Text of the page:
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Ryan calls debt Obama's 'worst' broken promise

CEDAR RAPIDS, Iowa -- Congressman Paul Ryan said the national debt surpassing $16 trillion Tuesday is a “downer” and argued it’s President Obama’s “worst” broken promise to the country only further underlining why voters should choose a new path this November.

“This is a serious threat to our economy,” Ryan told the crowd roughly an hour after the Treasury Department announced that the national debt surpassed $16 trillion for the first time in American history. “Of all the broken promises from President Obama, this is probably the worst one because this debt is threatening jobs today, it is threating prosperity today and it is guaranteeing that our children and grandchildren get a diminished future.”

Republican vice presidential nominee Paul Ryan speaks at a rally in Westlake, Ohio.

Speaking in the same venue President Obama visited earlier in the summer, the Wisconsin congressman took a jab at the Democrats who kick off their convention in Charlotte, N.C., today: “We had a debt clock at the convention last week. I don’t see the debt clock at the convention this week.”

Iowa Gov. Terry Branstad piled on as well.

“And just this week when the Democrats are about to gather for their convention, to promise four more years of the same, the united states national debt has hit a record high of 16 trillion dollars. No coincidence it's the same day as their convention begins,” Branstad told the nearly 900-person crowd.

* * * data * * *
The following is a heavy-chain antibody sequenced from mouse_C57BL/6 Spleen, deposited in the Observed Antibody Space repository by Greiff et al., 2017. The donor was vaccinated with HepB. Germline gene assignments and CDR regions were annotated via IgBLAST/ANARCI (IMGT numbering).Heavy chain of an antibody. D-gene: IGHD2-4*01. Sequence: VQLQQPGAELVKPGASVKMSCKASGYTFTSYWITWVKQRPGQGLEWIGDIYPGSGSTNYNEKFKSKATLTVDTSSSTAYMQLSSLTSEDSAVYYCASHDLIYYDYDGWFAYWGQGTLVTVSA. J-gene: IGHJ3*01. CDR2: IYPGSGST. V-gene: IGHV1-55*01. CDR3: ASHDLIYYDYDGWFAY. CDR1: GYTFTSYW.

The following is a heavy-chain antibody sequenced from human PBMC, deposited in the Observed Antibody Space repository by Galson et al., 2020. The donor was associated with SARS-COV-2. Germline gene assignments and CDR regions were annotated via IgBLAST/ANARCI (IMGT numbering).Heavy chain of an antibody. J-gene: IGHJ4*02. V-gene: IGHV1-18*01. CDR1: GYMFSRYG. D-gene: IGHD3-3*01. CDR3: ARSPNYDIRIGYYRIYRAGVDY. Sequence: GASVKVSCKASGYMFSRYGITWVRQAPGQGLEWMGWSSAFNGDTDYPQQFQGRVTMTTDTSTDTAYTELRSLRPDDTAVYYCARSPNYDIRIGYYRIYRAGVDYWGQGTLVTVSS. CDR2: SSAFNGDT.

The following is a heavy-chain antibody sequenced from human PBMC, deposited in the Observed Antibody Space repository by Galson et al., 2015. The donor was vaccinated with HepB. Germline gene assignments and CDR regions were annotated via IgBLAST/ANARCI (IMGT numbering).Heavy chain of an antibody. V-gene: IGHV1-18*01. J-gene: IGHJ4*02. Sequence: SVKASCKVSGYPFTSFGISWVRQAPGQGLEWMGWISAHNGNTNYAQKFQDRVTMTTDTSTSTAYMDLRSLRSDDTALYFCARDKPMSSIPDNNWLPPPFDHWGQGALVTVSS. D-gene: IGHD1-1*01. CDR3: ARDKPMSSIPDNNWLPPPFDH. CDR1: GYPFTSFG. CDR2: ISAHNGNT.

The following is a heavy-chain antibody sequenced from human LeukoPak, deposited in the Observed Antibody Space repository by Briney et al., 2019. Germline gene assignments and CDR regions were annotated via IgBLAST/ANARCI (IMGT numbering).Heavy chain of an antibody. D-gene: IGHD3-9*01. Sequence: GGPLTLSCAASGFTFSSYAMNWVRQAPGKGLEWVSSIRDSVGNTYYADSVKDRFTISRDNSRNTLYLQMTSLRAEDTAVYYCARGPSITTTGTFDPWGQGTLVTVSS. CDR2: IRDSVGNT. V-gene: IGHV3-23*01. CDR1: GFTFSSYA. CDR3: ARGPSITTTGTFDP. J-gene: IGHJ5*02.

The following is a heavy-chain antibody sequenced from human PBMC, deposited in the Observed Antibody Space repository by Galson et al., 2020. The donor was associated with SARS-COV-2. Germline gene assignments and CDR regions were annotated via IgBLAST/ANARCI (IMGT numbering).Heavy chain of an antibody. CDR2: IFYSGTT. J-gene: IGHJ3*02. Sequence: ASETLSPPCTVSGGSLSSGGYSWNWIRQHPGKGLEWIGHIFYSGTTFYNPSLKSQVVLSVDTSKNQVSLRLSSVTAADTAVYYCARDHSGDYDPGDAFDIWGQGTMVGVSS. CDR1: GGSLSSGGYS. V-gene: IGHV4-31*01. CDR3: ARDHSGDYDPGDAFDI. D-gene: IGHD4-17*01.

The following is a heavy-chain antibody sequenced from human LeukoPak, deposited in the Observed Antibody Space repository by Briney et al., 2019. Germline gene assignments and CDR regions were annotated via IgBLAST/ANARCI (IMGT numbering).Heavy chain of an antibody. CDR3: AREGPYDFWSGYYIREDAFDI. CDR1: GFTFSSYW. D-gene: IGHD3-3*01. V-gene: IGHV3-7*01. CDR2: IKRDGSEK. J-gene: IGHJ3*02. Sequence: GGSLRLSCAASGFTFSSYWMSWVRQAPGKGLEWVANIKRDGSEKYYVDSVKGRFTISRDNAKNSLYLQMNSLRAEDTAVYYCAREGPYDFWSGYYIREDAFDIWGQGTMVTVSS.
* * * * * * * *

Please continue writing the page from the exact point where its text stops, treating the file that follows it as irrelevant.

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Standing in front of two large “are you better off” signs – with the Obama ‘O’ artwork in them – Ryan blamed the incumbent president for not having “leadership on this issue” and vowed that a Romney administration would turn the country around.

The Obama re-election campaign disagrees. 

“Congressman Ryan’s the last person to lecture on the debt and here’s why: he was a rubber stamp in Congress for the policies that turned surpluses into deficits, putting two wars on the credit card, voting for a prescription drug benefit without paying for it, and fighting for tax cuts for the wealthiest Americans when they weren’t asking for them,” Danny Kanner, Obama campaign spokesman, wrote in a statement.

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Earlier in the day while stumping in the battleground state of Ohio, Ryan continued to tie parallels to the 2012 election to the 1980 election.

“If we fired Jimmy Carter, then why would we re-hire Barack Obama now?” the GOP VP nominee said. “President Obama can tell you a lot, and he’s good at doing that, but he cannot tell you that you’re better off. After four years of getting the runaround what America needs is a turnaround, and the man for that job is Mitt Romney.”

Ryan will continue campaigning in the Hawkeye State Wednesday before heading out West for a big fundraising push.